Some more explanation. At the end of the timer event, I do some UI updates to indicate that the form is loaded (anticipating using the aysnc method, this would be accurate). But even with the non-async method, those UI updates don't actually get displayed until after the form loads even though the timer event is done, because the form creation is such a heavy call. When it eventually runs, it still causes a UI block. It runs presumably immediately after the timer event ends but before the updates from the timer event make it to the page.

Just out of curiosity, where in the TMS WEB Core source does it actually process the DFM? I saw lots of calls to LoadDFMValues in places like WebLib.Forms.pas but after poking around for a bit I couldn't figure out where it was doing this work? Was expecting to see a loop of some kind that could maybe be broken up in some fashion, or perhaps filter the DFM ahead of time. Perhaps it is done when the project is compiled though?

In TMS WEB Core DFM files are not loaded. Part of the compiling process translates DFM files to code and to "load" a form, this code is executed.

Ah, very good. I will have to work on cutting down the size of the DFM then.

I had a look at the LoadDFMValues code that is generated. In this instance, it turns out to be a block of 7,500 consecutive function calls. That's going to take some time to work through!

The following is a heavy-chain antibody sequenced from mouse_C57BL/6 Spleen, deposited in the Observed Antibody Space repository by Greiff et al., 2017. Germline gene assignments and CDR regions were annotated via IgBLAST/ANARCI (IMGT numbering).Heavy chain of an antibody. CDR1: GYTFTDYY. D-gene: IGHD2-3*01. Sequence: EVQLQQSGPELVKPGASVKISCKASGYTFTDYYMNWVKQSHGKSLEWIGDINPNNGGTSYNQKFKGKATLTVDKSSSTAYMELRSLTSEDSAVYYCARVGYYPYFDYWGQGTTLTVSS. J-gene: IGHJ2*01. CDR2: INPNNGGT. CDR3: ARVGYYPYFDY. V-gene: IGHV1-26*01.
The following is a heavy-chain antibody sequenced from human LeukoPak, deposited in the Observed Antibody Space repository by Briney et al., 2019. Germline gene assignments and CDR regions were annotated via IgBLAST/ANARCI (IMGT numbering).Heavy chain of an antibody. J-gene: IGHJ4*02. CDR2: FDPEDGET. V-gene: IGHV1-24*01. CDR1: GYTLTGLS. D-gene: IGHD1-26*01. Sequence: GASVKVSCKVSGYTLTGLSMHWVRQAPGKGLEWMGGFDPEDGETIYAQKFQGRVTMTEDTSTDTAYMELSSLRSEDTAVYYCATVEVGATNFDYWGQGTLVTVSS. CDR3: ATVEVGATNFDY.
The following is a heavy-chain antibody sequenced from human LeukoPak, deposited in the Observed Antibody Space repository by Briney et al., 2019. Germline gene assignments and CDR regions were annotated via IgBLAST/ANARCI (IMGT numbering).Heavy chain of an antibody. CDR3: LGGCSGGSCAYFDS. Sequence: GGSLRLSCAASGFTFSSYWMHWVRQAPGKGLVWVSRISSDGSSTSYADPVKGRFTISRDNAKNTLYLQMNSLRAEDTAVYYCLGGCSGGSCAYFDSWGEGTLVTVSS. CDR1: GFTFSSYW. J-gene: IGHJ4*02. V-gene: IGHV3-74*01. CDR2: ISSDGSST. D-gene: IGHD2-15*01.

I'm busy paring that down a bit, likely able to chop 20% off without too much work, but more difficult after that. So I guess back to my original question. Would it be possible/feasible to get another version of LoadDFMValues that is a little less heavy? Granted, its current implementation is likely the fastest possible, given what it is doing, but sometimes the fastest isn't the best in terms of blocking.

Perhaps between elements, or maybe every 10th element or something like that, a JavaScript equivalent of sleep could be called (several variations using setTimeout seem possible now) to let the app do other things while this is going on. I realize this is not a multi-threading environment, but perhaps it could be more closely simulated in this instance. Another idea would be to have each element grouped within a single function call, and then only call one of those during each browser refresh or some other rate-limiting mechanism.

Anyway, not a critical thing, either way, just one of those would-be-nice-to-haves. Last time I was struggling with DFMs I was asking to increase the absolute speed of LoadDFMValues, directly the opposite of this situation :smirk: